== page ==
See more: Measuring Your Facility, Part 2: Common Obstructions & Interferences

#4: Your layout starts with load factors

Deep understanding of your loads are where good design starts.

When rack projects fail, one of the most common reasons is that the rack wasn’t adequate for the load. This can be due to size, capacity or other factors. For instance, very compact, dense and heavy loads that do not rest on both beams and have to be supported by decking or supports between the beams mean that the rack’s capacity becomes the same as whatever those components can hold. The rack itself is fine, but the decking could fail. Knowing what’s going on the rack today (what it is, what it weighs) is critical. It’s also important to project what may be stored in the future if possible.

Also, load sizes play a big part in space planning. For instance, we’ve seen facilities where simply reducing the beam width allowed more pallets to be stored in less space. Knowing that your current and future loads can be stored on a certain beam size lets you design more efficient layouts.

#5: Place the “A” products in your best locations

This is product slotting 101: place the pallets you’ll use most often in your most accessible places, where forklifts and people will travel the least distances to access them. Most operations follow the Pareto pattern — 20% of inventory generates 80% of the volume. Whatever the case in your operation, you should make sure your fastest moving items can be put away and picked with the least effort.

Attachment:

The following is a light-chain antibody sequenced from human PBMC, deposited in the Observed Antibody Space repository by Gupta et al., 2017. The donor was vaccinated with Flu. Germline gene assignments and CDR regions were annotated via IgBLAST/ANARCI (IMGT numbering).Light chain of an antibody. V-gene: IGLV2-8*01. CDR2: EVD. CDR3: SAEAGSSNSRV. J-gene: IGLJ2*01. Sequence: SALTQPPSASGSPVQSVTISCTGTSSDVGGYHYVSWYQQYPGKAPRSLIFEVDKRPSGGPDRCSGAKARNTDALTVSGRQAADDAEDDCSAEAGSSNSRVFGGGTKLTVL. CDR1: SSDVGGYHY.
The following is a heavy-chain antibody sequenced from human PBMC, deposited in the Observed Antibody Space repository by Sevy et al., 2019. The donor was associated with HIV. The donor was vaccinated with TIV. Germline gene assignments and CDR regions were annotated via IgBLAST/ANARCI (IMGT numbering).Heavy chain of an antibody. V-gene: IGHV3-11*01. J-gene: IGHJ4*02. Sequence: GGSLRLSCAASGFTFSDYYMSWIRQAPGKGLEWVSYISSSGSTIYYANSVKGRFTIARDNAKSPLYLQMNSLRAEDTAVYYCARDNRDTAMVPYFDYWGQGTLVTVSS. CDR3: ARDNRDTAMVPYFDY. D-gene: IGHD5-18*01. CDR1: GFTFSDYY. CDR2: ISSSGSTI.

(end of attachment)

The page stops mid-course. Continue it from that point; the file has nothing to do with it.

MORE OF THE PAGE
At times, this mix will change, and you’ll have to reevaluate your storage strategies.

#6: Mix static and dynamic storage

drive-in racking system

Placing a cell of pallet flow in the right area saves tons of space and makes picking and placing easier, assuming your product is something that can work within the accessibility limitations of pallet flow (it’s a first-in, first out system for single SKUs in a bay).  Successful storage strategies often hinge on flexibility, so a cell of pallet flow or pushback rack combined with a selective rack warehouse is perfect for many operations.

See more: Selectivity vs. Storage Density

Steps to maximize your pallet rack layout

  1. Use longer rack rows rather than shorter, choppy ones wherever possible. This gives you more pallets in the same space.
  2. Maximize vertical space, which can add many new pallet positions in the same space.
  3. Understand all your facility factors. Accurate and updated AutoCad drawings are invaluable.
  4. Your layout should start with understanding load factors.
  5. Slot your pallet storage so that the most popular pallets are the easiest to access.
  6. Mix dynamic (flow, push-back, drive-in) and selective racks when you need a blend of storage density and accessibility.

More resources

 


Scott Stone is Cisco-Eagle's Vice President of Marketing with more than thirty years of experience in material handling, warehousing and industrial operations. His work is published in multiple industry journals an websites on a variety of warehousing topics. He writes about automation, warehousing, safety, manufacturing and other areas of concern for industrial operations and those who operate them.